Ass N Titties Essay

1326 words - 6 pages

There is almost no doubt that there is a relationship between psychology and philosophy. Indeed, many people actually considering that the philosophies related to and concerned with the mind and thought are the precursor to modern psychology. Of course, most of these philosophies were decidedly western, or popular in the west. However, the problem with our western views of consciousness in philosophy and psychology is that often times the way we view the conscious process leads to a so-called "infinite regression." That is to say, if we see consciousness as a set of rules guiding our experiences in life, there must also be another set of rules that defines how we know when to use those ...view middle of the document...

In the article, Pickering states, "Buddhism presents a rough approximation of a phenomenological psychology founded on the process of metaphysics. Human mental life is portrayed as caught up in samsara, or the cycle of conditioned and illusory existence." (Pickering 1995, 3) In other words, our consciousness is basically the result of our own perceptions on our experiences. This means that our conscious state can change based on, or with, our perception of the experiences. Not necessarily the experiences themselves. Of course, this is a very simplified version of Buddhist thought. This is backed up later in the article when Pickering says, "a fundamental Buddhist principle is that conscious awareness is structured according to values, views, and needs, much as the constructivist position maintains. Indeed, since the flow of consciousness experienced is thus liable to be distorted by craving and attachment this can become a source of error and suffering. Buddhist practice aims to free consciousness from these distorting influences..." (Pickering 1995, 9). These views are particularly nice because they indicate a certain flexibility to our consciousnesses. That through some mechanism we can alter how we view the world. In this way, it eliminates the infinite regress found in the western examples. In other words, if we follow this view, there aren't necessarily a set of rules that define our consciousness. However, there isn't much of an indication of how we are able to alter the way we perceive our experiences, other than some assumed meta-cognitive function.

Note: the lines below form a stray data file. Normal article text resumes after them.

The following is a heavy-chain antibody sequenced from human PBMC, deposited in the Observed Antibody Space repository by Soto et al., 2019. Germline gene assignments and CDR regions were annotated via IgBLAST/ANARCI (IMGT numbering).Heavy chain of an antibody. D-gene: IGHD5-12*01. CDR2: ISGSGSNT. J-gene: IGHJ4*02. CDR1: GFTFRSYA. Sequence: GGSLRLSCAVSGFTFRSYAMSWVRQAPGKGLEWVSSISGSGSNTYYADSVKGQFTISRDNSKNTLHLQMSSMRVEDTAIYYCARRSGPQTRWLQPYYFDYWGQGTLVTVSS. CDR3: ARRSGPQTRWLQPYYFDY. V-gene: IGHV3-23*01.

Finally, we'll look at a view that is vastly different from the other two. In the article Buddhism and Brain Science written by Michael Kurak, Kurak writes, "In his book Two Views of Mind: Abhidarma and Brain Science Christopher deCharms (1998) sketches an approach to consciousness that goes some way towards meeting our criteria. It derives ultimately from the Sauntrantika idea that the mind arrives at its object by means of a process of negation in which everything that is not the object under consideration is excluded." (Kurak 2001, 24). Simplified, we process and identify things, and experiences, not by what they are but by what they are not. This so far is the most different of the three views, the most different from our current psychological and philosophical ideas in the west. This view pulls us away from the previously mentioned problems. It eliminates the problems on an infinite regression by identifying the one definitive rule by which we identify things, emotions, and experiences. It also answers the question as to how we do so.
Clearly, taking in all three of these views, we can see that they all have some commonalities not only amongst themselves but with our more western view of cognition. Put together, all of the views attempt to explain the process by which we identify objects and subjects, in other words, not only physical things but thoughts and...

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